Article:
Decrypting QSA Qualifications in a Diluted Market Place

Monday, November 21, 2011

Andrew Weidenhamer


One of the biggest challenges I have seen for organizations going through PCI On-Site Assessments, is how to determine which 3rd party QSA company to use. 

With 120 and growing QSA companies certified to perform On-Site Assessments in the USA, there is not an easy answer, unless of course price is the only consideration.  Unfortunately, sometimes this is the case. 

However, if price is not the only consideration, below are two items to consider, as well as some potential questions that organizations should be asking to potential vendors to, at the very least, attempt to decipher qualifications.

Determine Relationship

First and foremost, the biggest complaint I hear from organizations is the impersonal relationship which occurs between the QSA and the subject organization, either during or after the On-Site Assessment. Most times, there are items which have to be remediated after the On-Site Assessment. 

In this case, the subject organization must have access to the QSA on a somewhat real time basis, as typically there is a deadline in which these items need to be remediated and guidance is necessary. 

Secondly, after compliance is achieved, a strong relationship will ensure that the client is being updated on any new changes or guidance to the PCI standard.  This is necessary to avoid 11th hour situations. 

Some potential questions to ask to determine what type of relationship to expect are below:

  • How many projects will our QSA be working on at a single time?
  • What will the average SLA be on communication from our specific QSA?
  • Is any guidance or updates provided after the On-Site Assessment is complete?


The second biggest concern I hear from organizations is, "Our QSA wasn't able to answer our question or didn’t appear to be knowledgeable."  It's pretty obvious why this is a concern. 

Many times what will happen, is that consulting companies will sell with an experienced, seasoned QSA and then deliver with staff or less knowledgeable individuals.  This becomes pretty clear early in the assessment and can cause a serious headache for organizations.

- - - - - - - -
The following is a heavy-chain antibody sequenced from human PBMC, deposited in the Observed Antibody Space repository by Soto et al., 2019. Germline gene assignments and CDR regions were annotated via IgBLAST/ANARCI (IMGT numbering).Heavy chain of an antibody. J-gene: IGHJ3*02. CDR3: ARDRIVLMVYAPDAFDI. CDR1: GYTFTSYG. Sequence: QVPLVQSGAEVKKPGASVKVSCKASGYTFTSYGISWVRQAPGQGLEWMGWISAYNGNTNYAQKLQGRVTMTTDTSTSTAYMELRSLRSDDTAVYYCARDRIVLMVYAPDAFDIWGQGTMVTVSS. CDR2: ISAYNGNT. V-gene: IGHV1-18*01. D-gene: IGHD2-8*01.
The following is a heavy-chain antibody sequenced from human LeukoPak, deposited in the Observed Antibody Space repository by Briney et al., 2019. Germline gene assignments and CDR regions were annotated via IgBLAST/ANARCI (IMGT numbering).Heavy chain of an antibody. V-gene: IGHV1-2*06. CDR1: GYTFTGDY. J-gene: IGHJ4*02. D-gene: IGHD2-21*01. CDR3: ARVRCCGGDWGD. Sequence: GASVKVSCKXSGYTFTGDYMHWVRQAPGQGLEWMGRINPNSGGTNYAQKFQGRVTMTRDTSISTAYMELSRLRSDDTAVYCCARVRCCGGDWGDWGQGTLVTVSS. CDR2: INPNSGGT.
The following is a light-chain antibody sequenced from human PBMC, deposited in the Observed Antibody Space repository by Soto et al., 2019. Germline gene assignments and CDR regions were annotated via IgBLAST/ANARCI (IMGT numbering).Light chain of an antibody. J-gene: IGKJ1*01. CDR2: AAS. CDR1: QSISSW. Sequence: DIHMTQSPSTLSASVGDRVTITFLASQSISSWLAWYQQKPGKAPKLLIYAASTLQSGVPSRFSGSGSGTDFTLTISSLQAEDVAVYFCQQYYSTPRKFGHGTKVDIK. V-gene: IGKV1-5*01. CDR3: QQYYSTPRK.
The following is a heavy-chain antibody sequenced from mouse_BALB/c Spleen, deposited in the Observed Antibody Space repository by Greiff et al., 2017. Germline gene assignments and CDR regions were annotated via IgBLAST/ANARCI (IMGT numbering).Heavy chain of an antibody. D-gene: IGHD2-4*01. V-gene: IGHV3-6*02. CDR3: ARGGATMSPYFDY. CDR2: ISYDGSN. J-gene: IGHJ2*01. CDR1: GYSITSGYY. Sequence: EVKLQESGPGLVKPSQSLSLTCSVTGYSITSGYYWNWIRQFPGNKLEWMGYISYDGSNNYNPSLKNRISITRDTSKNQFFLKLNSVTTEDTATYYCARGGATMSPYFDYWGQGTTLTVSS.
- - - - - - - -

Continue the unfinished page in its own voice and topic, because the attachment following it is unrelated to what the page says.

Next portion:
If you hear your QSA say, "I'll get back to you on that" in regard to interpretation on control requirements, there may be a problem.  Typically, this means that the QSA is contacting more experienced QSAs within the organization to get clarification.  In addition, less experienced QSAs use the black and white approach to assessments. 

There is no room for interpretation or movement for a specific control requirement.  This inability to understand the business, the real intent of the requirement, and to properly make risk based decisions can seriously impact an organization from not only an operational standpoint, but pretty significantly from a financial standpoint. 

This is especially true if new technology must be introduced in order to meet the control requirement.  Some potential questions to ask to determine experience are below:

  • How many On-Site Assessments has our QSA performed?
  • How many years of security experience does our QSA have?
  • What level (i.e., junior, staff, senior) of consultant will be performing our On-Site Assessment?

To summarize, if upfront assessment cost is not the only concern for determining what company to use as your QSA company, then qualifying questions need to be asked to determine which company is best equipped and suited to handle the PCI compliance needs of an organization. 

In a sea of QSA companies, which in the future will become an ocean, failure to ask these questions can result in potentially unnecessary business, operational, and financial impact.

Cross-posted from SecureState

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